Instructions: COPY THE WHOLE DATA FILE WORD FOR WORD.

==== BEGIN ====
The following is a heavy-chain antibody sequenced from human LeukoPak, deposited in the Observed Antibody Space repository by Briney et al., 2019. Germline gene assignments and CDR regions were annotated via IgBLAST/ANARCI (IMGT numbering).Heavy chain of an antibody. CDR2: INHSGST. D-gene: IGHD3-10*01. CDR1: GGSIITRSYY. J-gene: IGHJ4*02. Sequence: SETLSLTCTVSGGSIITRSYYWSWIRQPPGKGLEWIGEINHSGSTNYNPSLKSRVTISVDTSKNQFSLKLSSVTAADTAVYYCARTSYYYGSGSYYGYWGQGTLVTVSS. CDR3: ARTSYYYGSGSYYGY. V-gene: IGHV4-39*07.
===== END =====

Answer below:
The following is a heavy-chain antibody sequenced from human LeukoPak, deposited in the Observed Antibody Space repository by Briney et al., 2019. Germline gene assignments and CDR regions were annotated via IgBLAST/ANARCI (IMGT numbering).Heavy chain of an antibody. CDR2: INHSGST. D-gene: IGHD3-10*01. CDR1: GGSIITRSYY. J-gene: IGHJ4*02. Sequence: SETLSLTCTVSGGSIITRSYYWSWIRQPPGKGLEWIGEINHSGSTNYNPSLKSRVTISVDTSKNQFSLKLSSVTAADTAVYYCARTSYYYGSGSYYGYWGQGTLVTVSS. CDR3: ARTSYYYGSGSYYGY. V-gene: IGHV4-39*07.